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November 10, 2017
Here are the 3 scary words that Wall Street is fixating on and why you should too

They are - INVERTED YIELD CURVE - and we haven't had such a condition since 2006, shortly before the Great Recession started in 2007. In fact, an inverted yield curve correctly predicted the last 7 recessions going back to the 1960's! It isn't a perfect forecaster; it had a false positive: an inversion in 1966. So, overall, it's is a pretty darn good indicator of a recession in about a year's time.
What is an inverted yield curve? When short term rates, typically measured by 2 year Treasury bonds and shorter expirations to maturity, actually rise above long term Treasury yields, as measured by the 10 year Treasury note.
There are a litany of things that could affect interest rates. But suffice it to say that right now, the yield on the 10 year Treasury note is only a little over 80 basis points (.8%) above the 2 year Treasury bond. That difference is called "the spread" between the 2 and 10 year. It's a narrow spread, to be sure.  
Currently, the yield on the 10 year note is slightly lower YTD. The 2 year yield is higher YTD. Generally, it is accepted that long term yields should be rising if the economy is improving, driving inflation higher. Unless investors think the economy is near the end of its current growth phase, that is. Regardless, if the 2 year and 10 year yields were the same, we'd have a flat yield curve. Those two interest rates being equal is rare and generally when they're close, the yield curve is called a "flat yield curve". Like I wrote above, the yield spread is narrow, but for now, the yield curve is very modestly upward sloping, indicating modest economic growth near term.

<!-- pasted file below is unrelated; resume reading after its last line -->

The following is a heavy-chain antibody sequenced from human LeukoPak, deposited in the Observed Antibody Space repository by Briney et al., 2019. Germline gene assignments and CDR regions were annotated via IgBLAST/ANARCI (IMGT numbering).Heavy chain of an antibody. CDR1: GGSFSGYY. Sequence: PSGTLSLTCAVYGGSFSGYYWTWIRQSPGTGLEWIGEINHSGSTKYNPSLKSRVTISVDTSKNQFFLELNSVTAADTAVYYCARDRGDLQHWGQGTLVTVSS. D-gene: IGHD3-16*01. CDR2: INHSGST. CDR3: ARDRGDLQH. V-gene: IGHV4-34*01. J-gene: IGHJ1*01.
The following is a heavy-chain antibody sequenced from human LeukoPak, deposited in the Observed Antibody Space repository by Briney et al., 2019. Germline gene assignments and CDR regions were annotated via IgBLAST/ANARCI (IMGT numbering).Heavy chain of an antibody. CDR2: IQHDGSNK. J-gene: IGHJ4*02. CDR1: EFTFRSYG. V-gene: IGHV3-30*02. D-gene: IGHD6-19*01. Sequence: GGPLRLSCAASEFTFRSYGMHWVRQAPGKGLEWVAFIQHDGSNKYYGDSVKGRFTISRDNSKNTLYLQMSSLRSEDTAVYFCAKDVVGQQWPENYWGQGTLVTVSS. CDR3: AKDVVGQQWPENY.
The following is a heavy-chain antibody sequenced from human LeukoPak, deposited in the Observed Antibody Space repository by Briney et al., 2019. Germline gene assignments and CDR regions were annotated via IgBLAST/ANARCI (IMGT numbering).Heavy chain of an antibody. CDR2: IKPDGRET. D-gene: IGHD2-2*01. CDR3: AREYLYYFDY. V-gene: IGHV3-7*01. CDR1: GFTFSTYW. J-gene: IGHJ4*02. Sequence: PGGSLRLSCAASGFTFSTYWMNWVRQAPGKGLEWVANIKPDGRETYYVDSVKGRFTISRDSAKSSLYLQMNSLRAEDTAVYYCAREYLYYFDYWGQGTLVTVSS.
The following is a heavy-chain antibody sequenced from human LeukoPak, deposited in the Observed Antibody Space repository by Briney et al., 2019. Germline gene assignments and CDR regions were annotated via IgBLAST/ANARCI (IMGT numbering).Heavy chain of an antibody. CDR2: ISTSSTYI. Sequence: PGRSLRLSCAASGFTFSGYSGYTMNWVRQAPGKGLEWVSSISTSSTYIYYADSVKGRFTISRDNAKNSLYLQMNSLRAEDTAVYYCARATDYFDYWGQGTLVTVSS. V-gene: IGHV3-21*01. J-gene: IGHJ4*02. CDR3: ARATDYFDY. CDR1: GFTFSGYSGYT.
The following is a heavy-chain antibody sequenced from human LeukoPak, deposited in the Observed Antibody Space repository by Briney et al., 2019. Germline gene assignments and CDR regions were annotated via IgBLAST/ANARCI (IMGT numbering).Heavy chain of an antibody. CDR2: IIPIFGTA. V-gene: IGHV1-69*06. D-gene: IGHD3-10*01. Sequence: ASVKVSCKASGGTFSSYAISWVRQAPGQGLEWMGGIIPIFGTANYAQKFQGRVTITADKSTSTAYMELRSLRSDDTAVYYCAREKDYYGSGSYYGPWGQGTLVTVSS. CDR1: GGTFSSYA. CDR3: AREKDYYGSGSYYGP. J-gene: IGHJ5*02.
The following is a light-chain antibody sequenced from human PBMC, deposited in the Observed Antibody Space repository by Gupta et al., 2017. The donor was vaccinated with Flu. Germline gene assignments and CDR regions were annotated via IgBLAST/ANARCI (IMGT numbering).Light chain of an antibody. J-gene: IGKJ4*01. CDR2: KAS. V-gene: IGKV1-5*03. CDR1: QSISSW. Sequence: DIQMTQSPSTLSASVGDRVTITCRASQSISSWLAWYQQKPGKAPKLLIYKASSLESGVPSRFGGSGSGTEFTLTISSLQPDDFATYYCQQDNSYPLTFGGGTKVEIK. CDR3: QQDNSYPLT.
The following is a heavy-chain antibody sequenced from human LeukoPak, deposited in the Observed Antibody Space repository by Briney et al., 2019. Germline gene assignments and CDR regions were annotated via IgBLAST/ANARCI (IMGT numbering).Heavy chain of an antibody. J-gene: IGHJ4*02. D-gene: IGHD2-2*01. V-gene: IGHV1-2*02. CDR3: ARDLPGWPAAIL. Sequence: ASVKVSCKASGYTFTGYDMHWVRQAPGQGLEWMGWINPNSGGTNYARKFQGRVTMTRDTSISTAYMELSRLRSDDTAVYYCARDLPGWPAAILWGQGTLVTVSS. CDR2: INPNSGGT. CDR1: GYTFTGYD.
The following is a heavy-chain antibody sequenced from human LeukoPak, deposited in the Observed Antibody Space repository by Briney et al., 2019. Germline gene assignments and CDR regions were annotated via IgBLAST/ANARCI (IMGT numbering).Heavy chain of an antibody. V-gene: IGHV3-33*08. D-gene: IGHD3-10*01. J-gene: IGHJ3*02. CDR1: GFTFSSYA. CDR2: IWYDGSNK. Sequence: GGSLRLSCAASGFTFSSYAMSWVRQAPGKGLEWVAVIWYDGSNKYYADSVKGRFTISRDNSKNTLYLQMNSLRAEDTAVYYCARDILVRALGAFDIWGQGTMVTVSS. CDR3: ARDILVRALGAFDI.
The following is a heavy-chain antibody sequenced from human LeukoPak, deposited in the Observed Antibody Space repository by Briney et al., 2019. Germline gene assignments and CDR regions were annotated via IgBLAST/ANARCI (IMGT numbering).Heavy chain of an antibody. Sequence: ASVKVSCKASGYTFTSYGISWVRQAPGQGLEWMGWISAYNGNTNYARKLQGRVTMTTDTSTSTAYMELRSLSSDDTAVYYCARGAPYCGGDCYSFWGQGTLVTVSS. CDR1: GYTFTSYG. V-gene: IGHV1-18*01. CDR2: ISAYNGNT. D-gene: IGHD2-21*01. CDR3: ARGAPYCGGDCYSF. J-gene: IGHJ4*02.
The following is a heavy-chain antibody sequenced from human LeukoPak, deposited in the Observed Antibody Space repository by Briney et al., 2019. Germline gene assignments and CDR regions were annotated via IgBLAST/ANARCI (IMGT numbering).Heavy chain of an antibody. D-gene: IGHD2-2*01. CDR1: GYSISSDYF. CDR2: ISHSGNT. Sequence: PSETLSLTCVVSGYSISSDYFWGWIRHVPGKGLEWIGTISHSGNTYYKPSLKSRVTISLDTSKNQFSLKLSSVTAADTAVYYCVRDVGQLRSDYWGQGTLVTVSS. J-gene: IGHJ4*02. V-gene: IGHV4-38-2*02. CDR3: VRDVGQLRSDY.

Yield curve analysis, taken from the Federal Reserve Bank of Cleveland, is currently forecasting a low probability of a recession going out 1 year, as per the chart below:
The flatter the yield curve gets - the narrower the spread between the 2's and 10's - the lower the forecast is for GDP growth. When the spread is negative, the chance of an outright recession rises.
With all of the global central bank interference over the last 8 years, is yield curve analysis less useful? No one knows for sure, which is why it bears watching. But we do know that if banks are borrowing short term and lending at rates below those short term rates (because banks lend at long term rates), they'll lose money. Banks would hold back on lending, which would choke off the economy - just like the last 7 recessions. In other words, the "4" scariest words on Wall Street are "it's different this time". It's not. The bank lending math you just read never changes.
Here's another chart, Yield Curve Spread and Real GDP Growth, form the Cleveland FED. The shaded bars indicate recessions. When the yield curve goes down, the shaded bars come next. Yup, scary words indeed.

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